Writing this entry rolling along in Northern Minnesota, about 100 miles from the North Dakota border. I can assure you, gentle readers, that on a cold early November afternoon, with the grey clouds ominously threatening snow and the trees completely bare you’re not missing much. Still, there is something appealing about it all the same — everything possesses its own beauty if you look in the right way. This shot captures it.
Yesterday was another perfect weather day – not a cloud in the sky. Was greeted by the customs officers in the usual powertripping manner…Welcome to the U.S. of A, please keep your hands up by the dashboard where I can see them, buddy. Never mind, I was in a good mood and it was smooth sailing through the Michigan peninsular appendage (which I had never seen before)…Even in the sun, it looked a little cold. Hitting the north shore of Lake Michigan was amazing…Pretty beaches and some really spectacular “cottages”. Clearly election season is well underway, and signs promoting people running for all manner of public office abound. There was even some non-partisan (or at least unendorsed) signs — “If you want to live like a Republican, vote Democrat,” was the most memorable. Love that one.
Found an interesting historical marker I’m sharing, since it continues my collection of tragic nautical historical moments (funny, since I don’t even like boats…). This one is about the……
Christmas Tree Ship
“The Rouse Simmons was one of the last schooners on the great lakes. Built in 1868 to carry lumber, the three-masted vessel became Chicago’s “Christmas Tree Ship” when Hermann Schuenemann purchased an interest in it in 1910. Around 1876 the Schuenemanns had begun transporting trees from Northern Michigan and Wisconsin to Chicago. In November 1898 Hermann’s brother August perished in the wreck of the schooner S. Thal, but Hermann continued the business. Bound for Chicago on November 22, 1912, he boarded the Simmons, which was loaded with trees from the Thompson forest, and sailed into a fierce snowstorm that plunged the ship, and its crew and passengers, to the lake bottom. Hermann’s wife and daughters delivered trees to Chicago each Christmas until around 1934.”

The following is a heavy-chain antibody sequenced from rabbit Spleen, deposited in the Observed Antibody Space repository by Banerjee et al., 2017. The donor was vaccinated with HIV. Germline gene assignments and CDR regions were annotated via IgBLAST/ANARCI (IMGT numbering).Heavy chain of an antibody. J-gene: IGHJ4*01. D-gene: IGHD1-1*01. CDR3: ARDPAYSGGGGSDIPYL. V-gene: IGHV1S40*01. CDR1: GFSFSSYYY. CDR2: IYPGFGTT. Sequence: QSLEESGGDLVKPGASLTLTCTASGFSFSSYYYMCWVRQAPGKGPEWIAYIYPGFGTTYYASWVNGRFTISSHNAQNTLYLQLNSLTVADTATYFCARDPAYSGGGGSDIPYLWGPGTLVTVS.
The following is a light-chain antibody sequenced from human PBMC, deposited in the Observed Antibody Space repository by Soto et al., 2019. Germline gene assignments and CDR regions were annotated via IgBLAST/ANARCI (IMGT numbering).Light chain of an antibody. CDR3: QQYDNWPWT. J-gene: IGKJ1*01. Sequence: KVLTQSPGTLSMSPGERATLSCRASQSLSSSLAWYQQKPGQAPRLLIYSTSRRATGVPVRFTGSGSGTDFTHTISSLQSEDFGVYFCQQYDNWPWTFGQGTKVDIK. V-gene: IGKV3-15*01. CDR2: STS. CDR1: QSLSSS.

Morbid and cheery all at once. Took it into record in the late afternoon on the shore of Lake Michigan, near Escanaba. It was sunny, but there was a stiff wind and some choppy water. I could certainly imagine a boat sinking on the stormy lake in November. Spent the evening rolling through rural Wisconsin on dark two-lane blacktop and ended the day in Wausau.
We’re stopping near Fergus Falls, MN (always wanted to do that) so I’ll sign off and say that if the motel tonight has wireless this will be up before the end of All Saints’ Day. Funny that…We went across the St. Croix River, through St. Paul, and even a town called St. Cloud today. All saints indeed.
If the motel has a hot tub half as good as the one last night, then maybe the road will melt away for a few hours, till tomorrow, when we will again be rolling……